London’s Metropolitan Police said they are investigating whether the death may be linked to another case in March, which saw a woman rushed to hospital after eating a similar product in the London borough of Tower Hamlets.
Detectives are seeking to discover whether the two incidents were caused by the same batch of candy.
Olakanmi had bought the “Trrlli Peachie O” branded candy through a cellphone messaging app and they were later delivered to her home. Her American friend, a student visiting the UK, has now been discharged from the hospital.
Olakanmi’s mother Wumi Olakanmi reportedly kept a vigil by her daughter’s bedside until her death on Saturday.
One of the family’s relatives, Richard Taylor spoke to the Evening Standard and said: “Wumi has lost her only child—she has nothing now.
“They had to hold her up because she broke down every time a friend came to the house to give support.
“It’s a tragic warning to all young people about how they live their lives. They should resist drugs.
“Damilola was a promising young woman who should be looking forward to her future and having children of her own. She was studying law.”
Another relative, named only as Dunni, added Olakanmi was “very kind and loved looking after children and wanted to please everyone.”
Officers have warned against eating drug-laced candy and said a number of gummies have been recovered and are being tested.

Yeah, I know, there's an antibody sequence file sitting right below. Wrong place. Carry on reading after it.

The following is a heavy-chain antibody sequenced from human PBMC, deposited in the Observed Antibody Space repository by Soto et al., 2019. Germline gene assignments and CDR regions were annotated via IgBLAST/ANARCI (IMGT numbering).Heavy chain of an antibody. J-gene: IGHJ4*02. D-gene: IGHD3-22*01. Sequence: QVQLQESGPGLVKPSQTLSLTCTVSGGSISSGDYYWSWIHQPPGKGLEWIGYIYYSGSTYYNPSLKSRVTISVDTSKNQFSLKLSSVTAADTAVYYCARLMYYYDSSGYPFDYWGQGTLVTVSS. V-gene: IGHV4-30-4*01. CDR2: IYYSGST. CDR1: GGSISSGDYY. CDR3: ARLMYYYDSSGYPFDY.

Chief Superintendent Stuart Bell, of the Met’s East Area Basic Command Unit, said: “I must warn the public against taking any illegal substances, including those packaged in the form of cannabis candies.
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“Please do not buy or consume these products. They are illegal and, because of the child-friendly packaging, they can pose a risk of accidental consumption.
“The particular batch of [candies] were contained in packaging featuring Trrlli Peachie O’s branding. It has not been confirmed at this stage where the [candies] were manufactured.
“Drug dealers harm communities and risk the safety of individuals. We will take positive action to target those engaged in this activity as well as those found in possession of these substances.”
Police arrested a man on Friday in connection with the incident. They said he had a large quantity of cash on him and what were believed to be edible cannabis products. He was later charged with a number of suspected offenses, including possession with intent to supply Class B synthetic cannabinoid, being concerned in the supply of a synthetic cannabinoid, and possession with intent to supply a psychoactive substance.
A post-mortem examination will be arranged in order to confirm Olakanmi’s cause of death, the Met said.
Correction, 4/6/22, 8:00 a.m. ET: This article has been updated to indicate that the items consumed contained synthetic cannabinoids, and not “marijuana.”